League of Fans Says Childhood Obesity Epidemic Demands That Schools Shift Focus From Varsity Athletics to Sports and Physical Activity Opportunities for the Entire Student Body

Ralph Nader announced today that his League of Fans organization is beginning a push for more quality physical education and intramural sports programs in the nation’s school system in an effort to combat the increasingly sedentary lifestyles of our nation’s children. The announcement came in conjunction with the release of the League of Fans’ fourth report, Sports for All Students, from its Sports Manifesto.

“It’s mind-boggling that at a time when overweight and obesity levels are up among our young people and physical activity levels are down, our schools are cutting physical education classes and intramural sports programs,” said Nader. “Pressures driven by the No Child Left Behind legislation have led to cutbacks in physical education despite research that shows students receiving daily physical education are not only healthier but perform better academically as well. We need a concerted effort to increase quality, fitness-based daily physical education classes, along with a return to the vibrant intramural sports programs our schools once offered.”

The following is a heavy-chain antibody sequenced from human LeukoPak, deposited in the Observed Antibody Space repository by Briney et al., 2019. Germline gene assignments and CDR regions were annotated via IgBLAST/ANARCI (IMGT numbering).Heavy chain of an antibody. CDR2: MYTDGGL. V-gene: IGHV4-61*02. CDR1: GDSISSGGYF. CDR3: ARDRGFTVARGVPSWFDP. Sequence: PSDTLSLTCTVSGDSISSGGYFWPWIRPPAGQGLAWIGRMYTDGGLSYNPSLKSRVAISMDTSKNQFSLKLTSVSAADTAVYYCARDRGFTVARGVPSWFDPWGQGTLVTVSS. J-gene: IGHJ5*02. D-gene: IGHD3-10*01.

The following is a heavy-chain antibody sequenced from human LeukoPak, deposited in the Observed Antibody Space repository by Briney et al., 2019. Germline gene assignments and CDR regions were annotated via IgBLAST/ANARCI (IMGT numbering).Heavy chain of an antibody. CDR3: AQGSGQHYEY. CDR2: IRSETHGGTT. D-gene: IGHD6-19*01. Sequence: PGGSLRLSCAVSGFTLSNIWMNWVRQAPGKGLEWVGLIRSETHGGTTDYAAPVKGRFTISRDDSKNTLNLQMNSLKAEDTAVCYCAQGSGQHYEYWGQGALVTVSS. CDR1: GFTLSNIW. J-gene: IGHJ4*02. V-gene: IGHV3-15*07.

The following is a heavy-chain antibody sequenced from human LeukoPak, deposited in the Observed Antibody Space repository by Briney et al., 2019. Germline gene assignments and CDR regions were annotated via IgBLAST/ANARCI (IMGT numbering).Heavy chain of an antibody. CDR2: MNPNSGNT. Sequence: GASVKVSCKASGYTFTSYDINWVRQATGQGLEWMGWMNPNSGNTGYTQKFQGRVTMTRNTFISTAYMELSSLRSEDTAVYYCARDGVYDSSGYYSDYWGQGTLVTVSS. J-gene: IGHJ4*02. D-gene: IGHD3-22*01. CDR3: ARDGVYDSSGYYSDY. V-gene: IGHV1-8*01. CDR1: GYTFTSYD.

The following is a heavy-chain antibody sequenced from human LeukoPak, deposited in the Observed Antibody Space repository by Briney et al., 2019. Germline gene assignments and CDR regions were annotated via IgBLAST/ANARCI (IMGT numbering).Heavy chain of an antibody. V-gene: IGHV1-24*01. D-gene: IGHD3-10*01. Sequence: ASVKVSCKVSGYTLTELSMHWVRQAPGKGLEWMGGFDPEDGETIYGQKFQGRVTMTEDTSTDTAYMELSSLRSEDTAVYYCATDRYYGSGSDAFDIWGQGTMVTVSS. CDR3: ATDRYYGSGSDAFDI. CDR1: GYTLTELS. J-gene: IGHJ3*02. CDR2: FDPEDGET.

Ken Reed, League of Fans’ sports policy director and author of the organization’s Sports Manifesto, said the country must reexamine its priorities when it comes to varsity athletics, physical education, and intramural sports programs.

“As a country, we need to take another look at our emphasis on varsity athletics in schools,” said Reed. “During a growing childhood obesity epidemic that’s negatively impacting the health of our young people, do we really want to prioritize varsity athletics over physical education and intramural programs that positively impact all students? Varsity sports programs should be a secondary consideration in schools that exist for educational — not sports entertainment — purposes.”

Reed also stressed the importance of the lifetime participation model of sports and physical activity vs. the sports spectator model that is so prevalent in the United States.

“As a whole, we’re one of the worst countries in the world in terms of lifelong sports participation,” said Reed. “A small percentage of us play the games and the rest of us watch. The problem starts early. By the time boys and girls reach the age of 13, most are done with sports participation. Increasing the number of quality physical education and intramural sports programs in our schools would help to effectively address this issue.”

“The need for quality physical education has never been greater in this country,” said Brenda VanLengen, vice chair of the Board of Directors of PE4life, a nonprofit that is dedicated to increasing access to quality physical education. “We can’t afford to lose another generation of children to sedentary lifestyles.  Research has shown that fit kids are healthier, and as a result, are likely to have improved learning readiness and behavior. We are excited about League of Fans’ efforts in this area.”


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